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Articles: STEM

K12 schools and universities are increasingly purchasing 3D printers such as the MakerBot and integrating them into the curriculum to prepare students for STEM careers.

Analysts expect 3D printer shipments to double worldwide to nearly 496,500 units in 2016—in large part due to demand from K12 schools and universities, according to a new report.

3D printers—devices that create physical objects from digital plans—are more common in STEM classes than in people’s homes, despite manufacturers’ initial expectations for the machines.

Students taking a statistics course at Ipswich High School present on topics such as “Should the USA take on Syrian refugees?”

Statistics instruction has become integral in K12 math curricula thanks to a push from the Common Core and a national demand for students with the skills to fill data-intensive jobs.

Districts provide more courses that teach students how to analyze data and integrate statistics across subjects, says Jessica Utts, incoming president of the American Statistical Association.

Mt. Airy City Schools in North Carolina revitalized arts classes to launch its STEAM programs.
The Tukwila School District is one of the most diverse in the nation. Administrators say STEAM instruction provides a more sure pathway to college and career success.
<div class="box"> <h2>STEAM leaders learn to innovate</h2> <ul> <p>Teachers and principals in Florida’s Santa Rosa County School District this fall began training to become STEAM leaders by writing jingles about the Wright Brothers.</p> <p>They also learned about the physics and history of flight as they worked in teams to develop products that improved upon Orville and Wilbur’s aeronautical inventions. Then they wrote the jingles for ads they devised to promote their products, says Karen Barber, director o

Injecting the arts into science, math, engineering and technology encourages students to think creatively and critically in traditional STEM subjects that, until the recent and widespread adoption of new standards, didn’t often encourage students to think outside the box.

Students from a pilot school, Cowan Fundamental Elementary in Sacramento, California, examine hungry pests. (Photo: Amy Karle)

A new curriculum released by the USDA teaches middle school students about the most dangerous invasive species threatening the nation’s trees, plants and crops.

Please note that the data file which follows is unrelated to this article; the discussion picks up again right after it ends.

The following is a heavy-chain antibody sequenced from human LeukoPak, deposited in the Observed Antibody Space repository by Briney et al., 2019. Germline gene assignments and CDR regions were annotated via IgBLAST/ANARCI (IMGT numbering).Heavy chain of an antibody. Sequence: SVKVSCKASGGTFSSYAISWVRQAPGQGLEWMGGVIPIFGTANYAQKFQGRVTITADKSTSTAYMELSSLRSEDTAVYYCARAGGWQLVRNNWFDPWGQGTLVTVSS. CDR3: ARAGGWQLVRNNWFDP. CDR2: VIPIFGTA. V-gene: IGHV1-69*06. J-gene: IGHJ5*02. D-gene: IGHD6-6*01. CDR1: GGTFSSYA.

Available this fall, “Hungry Pests Invade Middle School” is the first curriculum created by the USDA that focuses on all 18 species, including the khapra beetle, the Mediterranean fruit fly and the Asian longhorned beetle.

Ken Robinson proposes a transformation of the nation’s schools from an outmoded industrial system to a highly personalized, organic model.

Creative Schools: The Grassroots Revolution That’s Transforming Education


Ken Robinson, an internationally recognized leader on creativity and human potential, proposes a transformation of the nation’s schools from an outmoded industrial system to a highly personalized, organic model.

Sandy Grove Middle School’s solar panels sit on the roof.
An interior hallway. More than 80 percent of the building’s light fixtures are LED, supplied by Cree.
Students can work in a new laboratory facility to analyze the school’s energy performance.
A media center leads to a hallway with natural light.

Sandy Grove Middle School, part of Hoke County Schools in North Carolina, is the first energy-positive school in the nation to be financed by its own expected energy savings.

The 74,000-square-foot school opened to students in fall 2013, and was designed as a net-zero facility that produces more energy than it consumes. It will also meet LEED Gold standards.

3D printing offers multiple ways for students to get hands-on experience and to gain marketable skills before leaving high school

3D printing offers multiple ways for students to get hands-on experience and to gain marketable skills before leaving high school. Administrators must find ways to integrate the technology into existing courses or to enhance new class offerings.

Congress Elementary School’s STEM drama club after a performance about animals.
Students in the after-school Lego robotics program use STEM skills in their building projects.
Students work in the school’s garden, getting hands-on experience in the science of plants.

STEM came alive in a rural Arizona district after a state grant led to a culture change.

Congress Elementary School District has just 115 students and is located 80 miles northwest of Phoenix. Superintendent and Principal Stephanie Miller received a three-year grant of $42,500 from Science Foundation Arizona and the Arizona STEM Network in 2012 to develop STEM programs and activities in the district.